Imagine spending Christmas Eve in Rome with Pope Francis! To us, this sounds like a miracle come true, but to Margaret, the Pope's cat, it starts off annoyingly, as she's awakened by the beeping of trucks and the clanging of chairs down in St. Peter's Square.
Once fully awakened, this creature — endearingly depicted by visual artist Roy DeLeon, an Oblate of St. Benedict with a feel for the holy ground on which Margaret walks — is happy to be tucked into the Pope's robes and ushered away from the discordant noise to hear the harmonies of a Swedish children's choir. She sets them all giggling as she ducks her head in and out, unsure whether she's supposed to come out to play. The Pope encourages the laughter, reminding everyone present that it's good for the soul.
But it's when the Pope and Margaret go to "say hello to St. Peter" that this beloved cat's adventures really begin. The Pope has to leave to attend business and entrusts her to a cardinal. But when the cardinal stops to talk with someone, Margaret winds up lost in the middle of the world's largest cathedral. How will she ever find the Pope again and get home? (At the risk of a spoiler, let us mention that she is comforted by being close to Mother Mary in Michelangelo's Pietà sculpture.)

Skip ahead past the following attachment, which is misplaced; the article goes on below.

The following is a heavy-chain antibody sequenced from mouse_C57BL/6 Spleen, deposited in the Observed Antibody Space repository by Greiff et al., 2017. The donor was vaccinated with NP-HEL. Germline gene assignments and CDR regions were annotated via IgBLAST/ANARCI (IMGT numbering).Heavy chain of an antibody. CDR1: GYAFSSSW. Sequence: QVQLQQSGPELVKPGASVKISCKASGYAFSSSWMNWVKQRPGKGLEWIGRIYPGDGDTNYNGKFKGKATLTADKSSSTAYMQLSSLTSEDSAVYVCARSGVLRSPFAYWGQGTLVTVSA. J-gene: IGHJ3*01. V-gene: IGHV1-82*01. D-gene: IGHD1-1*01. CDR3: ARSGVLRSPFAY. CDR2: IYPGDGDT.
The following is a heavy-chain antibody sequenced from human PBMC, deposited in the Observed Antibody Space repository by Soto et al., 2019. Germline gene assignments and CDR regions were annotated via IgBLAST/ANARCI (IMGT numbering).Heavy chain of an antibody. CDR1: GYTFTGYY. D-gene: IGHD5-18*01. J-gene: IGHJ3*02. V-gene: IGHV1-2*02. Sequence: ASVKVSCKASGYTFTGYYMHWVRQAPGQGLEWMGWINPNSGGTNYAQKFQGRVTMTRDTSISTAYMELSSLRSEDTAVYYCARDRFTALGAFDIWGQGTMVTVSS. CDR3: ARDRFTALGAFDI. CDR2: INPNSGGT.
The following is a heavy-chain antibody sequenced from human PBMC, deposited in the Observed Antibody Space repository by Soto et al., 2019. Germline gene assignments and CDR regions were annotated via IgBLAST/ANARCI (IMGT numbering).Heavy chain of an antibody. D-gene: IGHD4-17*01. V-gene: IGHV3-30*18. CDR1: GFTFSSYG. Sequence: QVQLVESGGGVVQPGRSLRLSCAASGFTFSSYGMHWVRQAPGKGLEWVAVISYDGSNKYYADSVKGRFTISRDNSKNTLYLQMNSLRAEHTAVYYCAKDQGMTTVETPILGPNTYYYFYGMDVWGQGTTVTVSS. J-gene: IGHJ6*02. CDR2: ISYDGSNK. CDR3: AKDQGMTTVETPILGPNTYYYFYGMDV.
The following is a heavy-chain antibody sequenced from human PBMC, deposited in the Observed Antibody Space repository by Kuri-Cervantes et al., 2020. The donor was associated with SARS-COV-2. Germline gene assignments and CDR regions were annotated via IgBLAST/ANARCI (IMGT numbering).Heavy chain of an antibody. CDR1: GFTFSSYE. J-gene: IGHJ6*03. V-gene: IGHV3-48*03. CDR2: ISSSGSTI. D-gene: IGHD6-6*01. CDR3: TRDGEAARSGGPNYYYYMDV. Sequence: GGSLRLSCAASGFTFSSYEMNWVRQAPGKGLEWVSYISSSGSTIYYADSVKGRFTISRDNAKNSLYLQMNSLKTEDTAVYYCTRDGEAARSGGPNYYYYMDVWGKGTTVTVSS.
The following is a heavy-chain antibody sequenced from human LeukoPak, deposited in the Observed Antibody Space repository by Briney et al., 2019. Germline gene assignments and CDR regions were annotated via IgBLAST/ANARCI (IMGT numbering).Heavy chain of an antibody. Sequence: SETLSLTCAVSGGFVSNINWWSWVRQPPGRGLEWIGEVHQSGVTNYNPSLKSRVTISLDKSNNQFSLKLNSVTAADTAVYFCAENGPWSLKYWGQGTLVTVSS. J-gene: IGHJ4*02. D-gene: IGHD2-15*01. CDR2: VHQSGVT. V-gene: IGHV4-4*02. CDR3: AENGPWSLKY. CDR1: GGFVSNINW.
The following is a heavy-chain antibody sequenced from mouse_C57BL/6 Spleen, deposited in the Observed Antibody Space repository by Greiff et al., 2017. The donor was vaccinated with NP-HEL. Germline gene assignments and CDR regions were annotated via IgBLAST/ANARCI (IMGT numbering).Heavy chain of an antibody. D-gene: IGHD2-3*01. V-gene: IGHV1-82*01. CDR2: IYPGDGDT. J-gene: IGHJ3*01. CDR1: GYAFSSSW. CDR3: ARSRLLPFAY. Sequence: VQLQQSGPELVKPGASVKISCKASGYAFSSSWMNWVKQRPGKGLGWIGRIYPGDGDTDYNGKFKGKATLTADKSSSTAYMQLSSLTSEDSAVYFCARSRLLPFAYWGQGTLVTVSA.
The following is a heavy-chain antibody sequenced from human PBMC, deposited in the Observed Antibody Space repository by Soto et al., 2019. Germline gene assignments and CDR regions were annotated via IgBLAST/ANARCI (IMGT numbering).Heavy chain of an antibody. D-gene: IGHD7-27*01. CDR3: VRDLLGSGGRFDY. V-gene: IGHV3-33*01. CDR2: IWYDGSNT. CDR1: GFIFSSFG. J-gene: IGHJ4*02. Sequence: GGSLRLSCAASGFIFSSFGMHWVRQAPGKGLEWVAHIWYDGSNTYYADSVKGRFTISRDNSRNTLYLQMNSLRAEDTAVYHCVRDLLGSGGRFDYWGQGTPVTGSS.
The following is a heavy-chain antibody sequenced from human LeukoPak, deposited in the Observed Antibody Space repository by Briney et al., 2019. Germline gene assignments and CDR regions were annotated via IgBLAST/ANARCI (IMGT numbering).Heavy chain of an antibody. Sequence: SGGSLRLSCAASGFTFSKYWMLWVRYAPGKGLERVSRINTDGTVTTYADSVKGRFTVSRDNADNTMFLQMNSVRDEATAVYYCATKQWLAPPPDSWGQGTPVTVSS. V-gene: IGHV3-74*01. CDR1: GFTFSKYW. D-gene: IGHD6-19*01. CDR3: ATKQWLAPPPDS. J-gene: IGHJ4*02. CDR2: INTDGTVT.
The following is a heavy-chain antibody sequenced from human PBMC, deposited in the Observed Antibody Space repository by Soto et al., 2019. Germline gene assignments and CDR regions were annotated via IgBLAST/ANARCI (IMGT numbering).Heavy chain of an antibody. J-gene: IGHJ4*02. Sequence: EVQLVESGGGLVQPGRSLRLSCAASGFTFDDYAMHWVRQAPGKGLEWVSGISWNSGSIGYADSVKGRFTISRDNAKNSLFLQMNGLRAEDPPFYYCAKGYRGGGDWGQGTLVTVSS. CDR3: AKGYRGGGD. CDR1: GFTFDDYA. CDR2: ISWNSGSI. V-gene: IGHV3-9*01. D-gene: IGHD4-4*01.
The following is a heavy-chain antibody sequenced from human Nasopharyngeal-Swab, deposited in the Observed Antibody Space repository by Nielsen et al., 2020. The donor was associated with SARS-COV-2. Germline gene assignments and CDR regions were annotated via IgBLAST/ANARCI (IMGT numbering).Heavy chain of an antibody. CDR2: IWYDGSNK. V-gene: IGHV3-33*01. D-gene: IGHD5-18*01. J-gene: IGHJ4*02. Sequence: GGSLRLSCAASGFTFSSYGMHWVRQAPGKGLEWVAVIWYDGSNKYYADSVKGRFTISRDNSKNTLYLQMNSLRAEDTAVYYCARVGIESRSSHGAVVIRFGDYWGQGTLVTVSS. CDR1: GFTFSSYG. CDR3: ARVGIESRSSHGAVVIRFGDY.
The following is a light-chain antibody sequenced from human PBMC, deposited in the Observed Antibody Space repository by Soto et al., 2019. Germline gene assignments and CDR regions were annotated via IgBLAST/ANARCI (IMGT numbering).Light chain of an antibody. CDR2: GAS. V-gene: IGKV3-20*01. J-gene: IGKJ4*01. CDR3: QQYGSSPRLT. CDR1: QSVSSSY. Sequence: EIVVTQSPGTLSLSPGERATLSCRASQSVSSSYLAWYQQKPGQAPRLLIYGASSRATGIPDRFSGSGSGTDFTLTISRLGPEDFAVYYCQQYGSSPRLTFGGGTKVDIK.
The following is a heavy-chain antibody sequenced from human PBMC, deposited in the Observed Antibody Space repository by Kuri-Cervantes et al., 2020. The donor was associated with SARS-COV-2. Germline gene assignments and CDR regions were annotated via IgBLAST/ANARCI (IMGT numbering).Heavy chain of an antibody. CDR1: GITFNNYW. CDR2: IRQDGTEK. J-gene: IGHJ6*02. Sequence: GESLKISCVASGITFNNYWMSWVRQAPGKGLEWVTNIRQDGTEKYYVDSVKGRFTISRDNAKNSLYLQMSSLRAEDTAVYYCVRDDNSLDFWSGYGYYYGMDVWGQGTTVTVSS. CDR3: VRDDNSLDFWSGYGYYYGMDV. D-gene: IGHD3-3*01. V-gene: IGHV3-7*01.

Those who have read other Margaret books like The Pope's Cat and Margaret's First Holy Week will not be disappointed by the turns of events in this Christmas volume. Like the others, it is at once reverent, funny, and tender. Written for six to ten year olds, it will appeal to anyone who ever wished they could get closer to holy places and holy people ... which we suspect includes just about everyone reading this review.